The euro rose against the dollar Wednesday after the Greek parliament passed a crucial package of spending cuts and tax increases. Passing the cuts paves the way for loans that are needed to help the troubled country avert a default on its debts.
The euro rose to $1.4428 late Wednesday from $1.4364 Tuesday. The dollar was also weaker against the pound, the yen and the Canadian dollar.
Analysts predicted the country would have defaulted as early as next month without any help. European banks that hold Greek bonds would have been at heavy risk and the ensuing rise in borrowing costs across Europe would have sent economic ripples throughout the continent.
The bill to cut spending and raise taxes by euro28 billion ($40 billion) over five years, and raise euro50 billion ($71 billion) in privatizations over the same period of time, has provoked widespread outrage, coming after a year of deep cuts that have seen public sector salaries and pensions cut and unemployment rise to above 16 percent.
And Greece is not yet all clear. Another vote on Thursday will determine how the country implements the cuts and tax increases, which are very unpopular with Greek citizens.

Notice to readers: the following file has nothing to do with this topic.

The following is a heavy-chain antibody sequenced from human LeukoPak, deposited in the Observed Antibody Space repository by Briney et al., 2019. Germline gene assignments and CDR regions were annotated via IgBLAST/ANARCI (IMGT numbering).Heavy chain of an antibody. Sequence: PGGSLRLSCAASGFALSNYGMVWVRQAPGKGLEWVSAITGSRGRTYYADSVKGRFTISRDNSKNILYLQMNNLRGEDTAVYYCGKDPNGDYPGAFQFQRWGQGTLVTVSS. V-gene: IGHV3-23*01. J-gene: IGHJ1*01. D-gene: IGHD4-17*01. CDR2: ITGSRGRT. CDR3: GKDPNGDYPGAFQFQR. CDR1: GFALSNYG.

The European Union and International Monetary Fund have demanded both bills pass before they approve the release of a euro12 billion loan installment from last year's euro110 billion ($157 billion) rescue package.
EU and IMF officials are also meeting July 3 to talk about an extended aid package for Greece beyond the original aid deal. Officials must negotiate to what extent private-sector creditors are involved in the second bailout.
In other trading Wednesday, the British pound rose to $1.6058 from $1.5989 late Tuesday. The dollar fell to 80.91 Japanese yen from 81.10 yen and fell to 97.07 Canadian cents from 98.25 Canadian cents.
The dollar also fell against most other currencies around the world, including those in Australia, Norway, Hong Kong and Latin America.